Greed is similar to lust and gluttony, and in many ways encompasses both. In fact, it even encompasses envy when you really think about it. Rather than simply committing a few greedy acts here and there, greed can become a mindset if we are not careful to avoid it. When this happens, it will not take others in our lives very long to notice. Any trust we have built up during our recovery might be compromised if people see that we are returning to our old, selfish behaviors.
For this reason, it is not enough to do spontaneous service work or to help other addicts only when our sponsors ask us to do so. To an extent, these are mere favors. In the true spirit of charity, we must go out of our way to help others. The best way to do this is to take on a regular service commitment, something we can do at least one or two times per week (if not more) in order to keep our sense of charity strong.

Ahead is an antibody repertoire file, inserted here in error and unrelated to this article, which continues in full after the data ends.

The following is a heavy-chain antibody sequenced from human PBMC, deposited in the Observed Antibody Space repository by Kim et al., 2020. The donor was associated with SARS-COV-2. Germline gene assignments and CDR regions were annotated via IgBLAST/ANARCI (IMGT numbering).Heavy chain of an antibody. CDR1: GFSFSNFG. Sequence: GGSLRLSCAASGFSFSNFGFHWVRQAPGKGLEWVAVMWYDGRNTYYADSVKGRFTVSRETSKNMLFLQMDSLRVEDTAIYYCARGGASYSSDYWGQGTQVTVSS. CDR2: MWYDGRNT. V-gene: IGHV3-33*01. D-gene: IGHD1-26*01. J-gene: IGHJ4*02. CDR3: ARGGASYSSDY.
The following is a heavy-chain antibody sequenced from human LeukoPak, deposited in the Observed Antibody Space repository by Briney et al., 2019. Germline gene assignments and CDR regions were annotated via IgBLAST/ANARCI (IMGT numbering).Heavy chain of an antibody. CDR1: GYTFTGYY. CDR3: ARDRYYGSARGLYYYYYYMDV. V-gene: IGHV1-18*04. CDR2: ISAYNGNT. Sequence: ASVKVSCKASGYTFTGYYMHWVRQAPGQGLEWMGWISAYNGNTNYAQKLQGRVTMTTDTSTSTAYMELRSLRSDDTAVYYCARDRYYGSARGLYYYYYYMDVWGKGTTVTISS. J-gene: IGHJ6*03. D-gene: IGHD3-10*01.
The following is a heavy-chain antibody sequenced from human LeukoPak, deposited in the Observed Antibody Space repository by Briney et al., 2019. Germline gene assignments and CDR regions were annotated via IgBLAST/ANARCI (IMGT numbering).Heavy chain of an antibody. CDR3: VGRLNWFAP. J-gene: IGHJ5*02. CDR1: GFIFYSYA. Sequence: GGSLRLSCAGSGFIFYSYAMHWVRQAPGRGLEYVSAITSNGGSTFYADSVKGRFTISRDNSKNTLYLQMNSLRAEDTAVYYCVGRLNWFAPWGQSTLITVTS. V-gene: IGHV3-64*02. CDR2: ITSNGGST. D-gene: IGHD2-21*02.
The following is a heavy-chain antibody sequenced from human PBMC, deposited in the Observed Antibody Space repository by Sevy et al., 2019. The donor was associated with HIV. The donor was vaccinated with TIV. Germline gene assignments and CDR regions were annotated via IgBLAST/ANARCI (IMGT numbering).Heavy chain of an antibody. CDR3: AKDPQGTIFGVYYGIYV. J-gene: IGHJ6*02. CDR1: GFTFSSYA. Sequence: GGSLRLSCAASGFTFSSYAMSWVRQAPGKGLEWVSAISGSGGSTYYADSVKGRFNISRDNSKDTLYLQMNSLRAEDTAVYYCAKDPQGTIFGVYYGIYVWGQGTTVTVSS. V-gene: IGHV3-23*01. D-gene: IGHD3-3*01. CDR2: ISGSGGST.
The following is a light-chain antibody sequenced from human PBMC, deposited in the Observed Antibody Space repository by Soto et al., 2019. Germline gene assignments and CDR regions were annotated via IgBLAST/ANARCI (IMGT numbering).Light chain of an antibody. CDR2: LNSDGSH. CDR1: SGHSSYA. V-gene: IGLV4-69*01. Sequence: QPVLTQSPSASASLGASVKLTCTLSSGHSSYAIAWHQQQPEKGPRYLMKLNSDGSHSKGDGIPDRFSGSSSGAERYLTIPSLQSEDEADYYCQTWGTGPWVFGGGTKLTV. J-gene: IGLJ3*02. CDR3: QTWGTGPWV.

Charity is not always for the light-hearted. Those who truly go out of their way may hear some tragic stories for which they were unprepared. But they will also walk away with a clearer understanding of the world in which we are living, and the knowledge they gain from those they have helped will enable them to truly appreciate everything they have. It is far easier to let go of our greed when we are regularly confronted with people who have less than we have ever had in our entire lives. If you pay close enough attention to the lessons that your charity may have to offer, there is little doubt that your benevolent works will help you stay sober for another day.